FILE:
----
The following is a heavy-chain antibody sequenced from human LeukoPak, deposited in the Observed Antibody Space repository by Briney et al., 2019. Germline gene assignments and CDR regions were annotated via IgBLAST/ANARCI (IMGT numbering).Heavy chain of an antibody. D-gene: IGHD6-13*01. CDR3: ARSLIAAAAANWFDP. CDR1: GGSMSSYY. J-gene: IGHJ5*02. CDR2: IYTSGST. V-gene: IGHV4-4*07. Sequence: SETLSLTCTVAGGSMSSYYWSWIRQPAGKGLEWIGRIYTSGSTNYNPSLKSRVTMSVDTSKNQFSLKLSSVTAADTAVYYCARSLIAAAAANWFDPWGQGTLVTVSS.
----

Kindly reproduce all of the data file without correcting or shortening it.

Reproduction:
The following is a heavy-chain antibody sequenced from human LeukoPak, deposited in the Observed Antibody Space repository by Briney et al., 2019. Germline gene assignments and CDR regions were annotated via IgBLAST/ANARCI (IMGT numbering).Heavy chain of an antibody. D-gene: IGHD6-13*01. CDR3: ARSLIAAAAANWFDP. CDR1: GGSMSSYY. J-gene: IGHJ5*02. CDR2: IYTSGST. V-gene: IGHV4-4*07. Sequence: SETLSLTCTVAGGSMSSYYWSWIRQPAGKGLEWIGRIYTSGSTNYNPSLKSRVTMSVDTSKNQFSLKLSSVTAADTAVYYCARSLIAAAAANWFDPWGQGTLVTVSS.